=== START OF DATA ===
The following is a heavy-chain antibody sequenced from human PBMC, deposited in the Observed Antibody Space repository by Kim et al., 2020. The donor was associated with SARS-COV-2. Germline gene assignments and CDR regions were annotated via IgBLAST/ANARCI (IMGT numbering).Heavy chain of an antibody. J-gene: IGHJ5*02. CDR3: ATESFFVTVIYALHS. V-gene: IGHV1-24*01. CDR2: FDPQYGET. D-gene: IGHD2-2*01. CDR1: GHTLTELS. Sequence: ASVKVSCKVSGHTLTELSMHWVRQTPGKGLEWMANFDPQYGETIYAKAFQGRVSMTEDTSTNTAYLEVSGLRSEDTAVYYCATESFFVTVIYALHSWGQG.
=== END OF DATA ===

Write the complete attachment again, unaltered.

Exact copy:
The following is a heavy-chain antibody sequenced from human PBMC, deposited in the Observed Antibody Space repository by Kim et al., 2020. The donor was associated with SARS-COV-2. Germline gene assignments and CDR regions were annotated via IgBLAST/ANARCI (IMGT numbering).Heavy chain of an antibody. J-gene: IGHJ5*02. CDR3: ATESFFVTVIYALHS. V-gene: IGHV1-24*01. CDR2: FDPQYGET. D-gene: IGHD2-2*01. CDR1: GHTLTELS. Sequence: ASVKVSCKVSGHTLTELSMHWVRQTPGKGLEWMANFDPQYGETIYAKAFQGRVSMTEDTSTNTAYLEVSGLRSEDTAVYYCATESFFVTVIYALHSWGQG.